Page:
They are tiny and cute and can be seen in countless aquariums. Surely the Guppy is at the bottom of the predator list. Maybe not. A new chemical study puts the guppy high up on the food chain. Even higher than a shark, according to Greg Michalski, an assistant professor at Purdue University. Is it time to fear the Guppie? Let’s look at what they found.
The study looked at atoms of nitrogen called nitrogen isotopes. The heavier version, nitrogen-15, accumulates farther up the food chain. So, plants have the lowest levels of heavy nitrogen, while a top predator, like a shark or a tiger, would have the highest.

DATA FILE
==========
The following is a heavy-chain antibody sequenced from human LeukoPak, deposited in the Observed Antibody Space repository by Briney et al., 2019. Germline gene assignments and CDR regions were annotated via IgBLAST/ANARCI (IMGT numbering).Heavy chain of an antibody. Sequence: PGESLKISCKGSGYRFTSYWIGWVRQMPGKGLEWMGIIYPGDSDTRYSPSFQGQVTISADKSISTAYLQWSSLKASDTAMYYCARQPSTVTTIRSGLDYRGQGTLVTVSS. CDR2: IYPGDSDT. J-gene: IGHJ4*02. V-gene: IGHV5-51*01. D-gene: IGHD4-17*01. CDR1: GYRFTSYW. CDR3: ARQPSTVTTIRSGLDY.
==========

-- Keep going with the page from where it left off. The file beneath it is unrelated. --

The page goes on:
Nitrogen-15 increases as it goes up the food chain because the animals excrete the lighter form, nitrogen-14, leaving the heavier version in the body. In the study, they found that filter-feeding animals, like clams, had low nitrogen-15 levels. Fish at the top of the food chain, like tuna and swordfish, had the most. The most interesting part of this study was what they found in the common guppy. Some of the highest levels of heavy nitrogen ever recorded. Surely that can’t be right. I’m far more worried about Sharks than Guppies.
There is a reason for this strange phenomenon though. Turns out that fish food is the reason. Fish flakes are produced by the leftovers from commercial fisheries: fish heads, guts, and fins. That’s where the heavy nitrogen comes from and where the Guppies get it.